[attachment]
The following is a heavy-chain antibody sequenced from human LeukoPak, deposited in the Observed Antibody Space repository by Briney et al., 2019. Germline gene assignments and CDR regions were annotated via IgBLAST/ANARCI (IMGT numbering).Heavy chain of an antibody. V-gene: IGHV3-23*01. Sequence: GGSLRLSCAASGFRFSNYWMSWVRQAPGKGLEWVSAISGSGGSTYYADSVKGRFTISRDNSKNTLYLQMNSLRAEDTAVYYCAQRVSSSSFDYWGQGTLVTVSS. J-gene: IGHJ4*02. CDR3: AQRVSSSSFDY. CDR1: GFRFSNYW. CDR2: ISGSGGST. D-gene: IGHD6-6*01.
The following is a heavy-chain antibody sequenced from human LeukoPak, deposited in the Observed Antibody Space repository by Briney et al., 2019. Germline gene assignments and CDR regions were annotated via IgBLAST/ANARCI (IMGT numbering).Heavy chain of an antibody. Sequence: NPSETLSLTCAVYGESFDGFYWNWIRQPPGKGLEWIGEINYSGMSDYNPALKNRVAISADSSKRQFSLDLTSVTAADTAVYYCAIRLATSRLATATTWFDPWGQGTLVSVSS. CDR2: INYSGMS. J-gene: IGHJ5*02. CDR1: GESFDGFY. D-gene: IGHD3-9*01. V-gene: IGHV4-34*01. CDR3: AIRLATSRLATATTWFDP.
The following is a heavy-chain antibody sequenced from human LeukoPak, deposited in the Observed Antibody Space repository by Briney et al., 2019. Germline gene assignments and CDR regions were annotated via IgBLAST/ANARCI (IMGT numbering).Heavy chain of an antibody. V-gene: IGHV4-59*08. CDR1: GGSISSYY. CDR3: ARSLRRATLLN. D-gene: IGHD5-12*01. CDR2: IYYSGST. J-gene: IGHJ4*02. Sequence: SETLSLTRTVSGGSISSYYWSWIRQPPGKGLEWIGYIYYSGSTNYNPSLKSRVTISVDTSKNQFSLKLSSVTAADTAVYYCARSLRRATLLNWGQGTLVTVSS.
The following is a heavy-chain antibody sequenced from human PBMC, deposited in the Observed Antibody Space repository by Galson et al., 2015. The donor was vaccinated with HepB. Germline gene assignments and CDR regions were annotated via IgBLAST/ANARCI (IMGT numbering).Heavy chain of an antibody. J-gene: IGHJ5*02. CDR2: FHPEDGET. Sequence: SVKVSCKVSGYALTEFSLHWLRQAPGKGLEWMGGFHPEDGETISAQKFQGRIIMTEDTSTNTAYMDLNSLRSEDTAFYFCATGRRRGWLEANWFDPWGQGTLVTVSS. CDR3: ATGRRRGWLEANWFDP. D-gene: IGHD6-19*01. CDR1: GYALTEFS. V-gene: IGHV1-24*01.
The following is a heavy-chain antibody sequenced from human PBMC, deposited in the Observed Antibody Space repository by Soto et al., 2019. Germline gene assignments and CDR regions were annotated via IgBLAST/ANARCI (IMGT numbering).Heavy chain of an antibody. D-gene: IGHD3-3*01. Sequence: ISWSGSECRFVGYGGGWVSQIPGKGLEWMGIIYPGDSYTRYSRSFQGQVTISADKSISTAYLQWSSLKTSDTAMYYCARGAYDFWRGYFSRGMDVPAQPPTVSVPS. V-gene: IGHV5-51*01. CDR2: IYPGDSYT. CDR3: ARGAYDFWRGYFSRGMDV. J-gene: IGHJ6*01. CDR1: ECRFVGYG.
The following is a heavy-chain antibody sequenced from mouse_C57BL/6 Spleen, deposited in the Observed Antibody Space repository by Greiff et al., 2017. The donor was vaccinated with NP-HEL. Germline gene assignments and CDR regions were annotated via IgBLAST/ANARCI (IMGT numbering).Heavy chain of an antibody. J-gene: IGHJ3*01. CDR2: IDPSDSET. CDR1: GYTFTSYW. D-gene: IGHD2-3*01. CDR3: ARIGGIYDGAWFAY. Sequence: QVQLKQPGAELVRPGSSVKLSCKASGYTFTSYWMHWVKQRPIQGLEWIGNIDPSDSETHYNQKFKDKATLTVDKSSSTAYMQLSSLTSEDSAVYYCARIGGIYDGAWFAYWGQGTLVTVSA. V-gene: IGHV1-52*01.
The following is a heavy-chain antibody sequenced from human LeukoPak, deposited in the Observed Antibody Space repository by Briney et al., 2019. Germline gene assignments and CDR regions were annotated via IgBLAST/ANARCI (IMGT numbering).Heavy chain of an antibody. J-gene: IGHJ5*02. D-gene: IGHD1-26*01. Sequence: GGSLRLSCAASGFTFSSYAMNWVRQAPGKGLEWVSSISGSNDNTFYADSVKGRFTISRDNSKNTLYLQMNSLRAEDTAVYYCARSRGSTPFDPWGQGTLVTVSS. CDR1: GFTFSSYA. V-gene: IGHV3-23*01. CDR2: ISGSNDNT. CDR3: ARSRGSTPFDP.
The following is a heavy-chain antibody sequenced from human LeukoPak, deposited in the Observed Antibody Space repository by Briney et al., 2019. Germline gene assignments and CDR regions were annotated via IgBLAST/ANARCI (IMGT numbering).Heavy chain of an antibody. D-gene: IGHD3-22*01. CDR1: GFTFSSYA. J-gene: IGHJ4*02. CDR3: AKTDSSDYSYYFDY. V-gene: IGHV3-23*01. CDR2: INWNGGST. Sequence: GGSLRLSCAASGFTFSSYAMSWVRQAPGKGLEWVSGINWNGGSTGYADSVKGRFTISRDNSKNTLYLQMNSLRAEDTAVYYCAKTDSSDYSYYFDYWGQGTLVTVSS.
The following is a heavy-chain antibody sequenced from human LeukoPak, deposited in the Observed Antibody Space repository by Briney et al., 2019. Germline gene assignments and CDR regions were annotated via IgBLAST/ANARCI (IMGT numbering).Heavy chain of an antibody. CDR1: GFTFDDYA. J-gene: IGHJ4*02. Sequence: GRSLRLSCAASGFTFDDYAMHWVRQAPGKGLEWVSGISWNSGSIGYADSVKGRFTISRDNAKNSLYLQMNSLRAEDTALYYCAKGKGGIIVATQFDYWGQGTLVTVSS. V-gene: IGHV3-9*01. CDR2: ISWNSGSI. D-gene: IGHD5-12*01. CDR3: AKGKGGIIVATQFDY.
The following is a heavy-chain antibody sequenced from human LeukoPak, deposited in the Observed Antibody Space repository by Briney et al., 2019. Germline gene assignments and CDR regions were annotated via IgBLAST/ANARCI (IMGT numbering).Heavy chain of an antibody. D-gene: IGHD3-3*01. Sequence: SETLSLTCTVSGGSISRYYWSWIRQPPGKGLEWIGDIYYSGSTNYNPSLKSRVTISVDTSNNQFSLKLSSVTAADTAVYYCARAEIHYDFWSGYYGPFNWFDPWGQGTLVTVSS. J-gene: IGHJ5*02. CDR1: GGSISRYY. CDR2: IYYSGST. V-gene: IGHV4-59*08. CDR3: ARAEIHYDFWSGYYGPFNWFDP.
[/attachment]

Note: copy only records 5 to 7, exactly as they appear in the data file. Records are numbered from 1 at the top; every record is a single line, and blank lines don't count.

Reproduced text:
The following is a heavy-chain antibody sequenced from human PBMC, deposited in the Observed Antibody Space repository by Soto et al., 2019. Germline gene assignments and CDR regions were annotated via IgBLAST/ANARCI (IMGT numbering).Heavy chain of an antibody. D-gene: IGHD3-3*01. Sequence: ISWSGSECRFVGYGGGWVSQIPGKGLEWMGIIYPGDSYTRYSRSFQGQVTISADKSISTAYLQWSSLKTSDTAMYYCARGAYDFWRGYFSRGMDVPAQPPTVSVPS. V-gene: IGHV5-51*01. CDR2: IYPGDSYT. CDR3: ARGAYDFWRGYFSRGMDV. J-gene: IGHJ6*01. CDR1: ECRFVGYG.
The following is a heavy-chain antibody sequenced from mouse_C57BL/6 Spleen, deposited in the Observed Antibody Space repository by Greiff et al., 2017. The donor was vaccinated with NP-HEL. Germline gene assignments and CDR regions were annotated via IgBLAST/ANARCI (IMGT numbering).Heavy chain of an antibody. J-gene: IGHJ3*01. CDR2: IDPSDSET. CDR1: GYTFTSYW. D-gene: IGHD2-3*01. CDR3: ARIGGIYDGAWFAY. Sequence: QVQLKQPGAELVRPGSSVKLSCKASGYTFTSYWMHWVKQRPIQGLEWIGNIDPSDSETHYNQKFKDKATLTVDKSSSTAYMQLSSLTSEDSAVYYCARIGGIYDGAWFAYWGQGTLVTVSA. V-gene: IGHV1-52*01.
The following is a heavy-chain antibody sequenced from human LeukoPak, deposited in the Observed Antibody Space repository by Briney et al., 2019. Germline gene assignments and CDR regions were annotated via IgBLAST/ANARCI (IMGT numbering).Heavy chain of an antibody. J-gene: IGHJ5*02. D-gene: IGHD1-26*01. Sequence: GGSLRLSCAASGFTFSSYAMNWVRQAPGKGLEWVSSISGSNDNTFYADSVKGRFTISRDNSKNTLYLQMNSLRAEDTAVYYCARSRGSTPFDPWGQGTLVTVSS. CDR1: GFTFSSYA. V-gene: IGHV3-23*01. CDR2: ISGSNDNT. CDR3: ARSRGSTPFDP.